You don’t get the title of “The First Lady of Drag Racing” by idling, you have to have your foot ready to take off to become a legend like Shirley “Cha Cha” Muldowney. Shirley had to be tougher than the guys that dominated the sport and louder than the roaring engines she drove to become the trailblazer we all know her as today.
Born during a time where drag racing was a man’s sport, Shirley received push back on the streets and from the NHRA in her quest to become a racer. In the documentary Legend: The Series Shirley states that she can not recall how many times she was denied the opportunity to race by the NHRA and racers. Her relentlessness and passion finally paid off when she received a NHRA pro license in 1965, making her the first—and at the time—the only woman to do so.
Regardless of a lack of funds from sponsorships, she continued to make the most of what she had and went on to make history and break records. She dominated in Top Fuel, winning the 1977, 1980, and 1982 NHRA Top Fuel Championships (making her the only person to win 3 championships at the time), and also found success in racing Funny Cars.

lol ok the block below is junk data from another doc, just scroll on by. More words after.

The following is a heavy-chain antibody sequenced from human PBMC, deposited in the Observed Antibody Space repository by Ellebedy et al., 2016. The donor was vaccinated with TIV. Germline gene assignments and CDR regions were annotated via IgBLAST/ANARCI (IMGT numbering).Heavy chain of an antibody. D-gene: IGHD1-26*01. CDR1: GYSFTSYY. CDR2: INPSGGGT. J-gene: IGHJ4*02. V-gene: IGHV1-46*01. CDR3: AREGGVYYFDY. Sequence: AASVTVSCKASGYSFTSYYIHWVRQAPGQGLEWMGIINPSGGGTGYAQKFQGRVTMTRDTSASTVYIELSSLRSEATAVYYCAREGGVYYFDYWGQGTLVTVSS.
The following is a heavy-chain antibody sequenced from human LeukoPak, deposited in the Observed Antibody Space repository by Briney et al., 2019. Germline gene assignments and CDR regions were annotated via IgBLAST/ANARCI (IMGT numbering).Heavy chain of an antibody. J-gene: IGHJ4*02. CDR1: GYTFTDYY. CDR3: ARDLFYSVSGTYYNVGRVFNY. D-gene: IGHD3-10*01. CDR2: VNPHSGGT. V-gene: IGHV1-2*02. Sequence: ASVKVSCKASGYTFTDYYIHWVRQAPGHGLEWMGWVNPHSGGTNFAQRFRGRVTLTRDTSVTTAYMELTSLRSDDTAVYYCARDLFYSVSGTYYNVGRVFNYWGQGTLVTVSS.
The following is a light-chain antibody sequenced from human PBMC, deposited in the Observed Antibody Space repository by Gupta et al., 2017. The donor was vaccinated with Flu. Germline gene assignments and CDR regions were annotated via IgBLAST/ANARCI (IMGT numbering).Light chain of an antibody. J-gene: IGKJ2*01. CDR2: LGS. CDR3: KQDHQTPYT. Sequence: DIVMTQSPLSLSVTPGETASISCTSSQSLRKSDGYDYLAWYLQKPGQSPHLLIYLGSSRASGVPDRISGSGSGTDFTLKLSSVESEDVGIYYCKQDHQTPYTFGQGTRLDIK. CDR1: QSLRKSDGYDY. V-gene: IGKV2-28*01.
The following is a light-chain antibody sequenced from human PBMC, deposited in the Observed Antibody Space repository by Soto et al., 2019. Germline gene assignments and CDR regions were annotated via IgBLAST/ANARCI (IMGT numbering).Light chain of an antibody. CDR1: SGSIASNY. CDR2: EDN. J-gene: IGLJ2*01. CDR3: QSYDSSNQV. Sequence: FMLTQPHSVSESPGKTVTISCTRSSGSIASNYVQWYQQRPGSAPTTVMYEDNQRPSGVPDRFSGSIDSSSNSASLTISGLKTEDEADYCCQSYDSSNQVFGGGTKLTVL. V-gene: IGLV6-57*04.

Her endurance and drive helped fill seats in the stands and elevate drag racing to a larger audience. She even helped improve track conditions for racers and spectators. When Legend: The Series asked what she would like to be remembered by she responded with, “The lady driver that really delivered the goods.” She not only delivered, she set the standard of what a legendary racer is, earning her title as “The First Lady of Drag Racing.”
Check out Shirley’s interview with Legend: The Series here.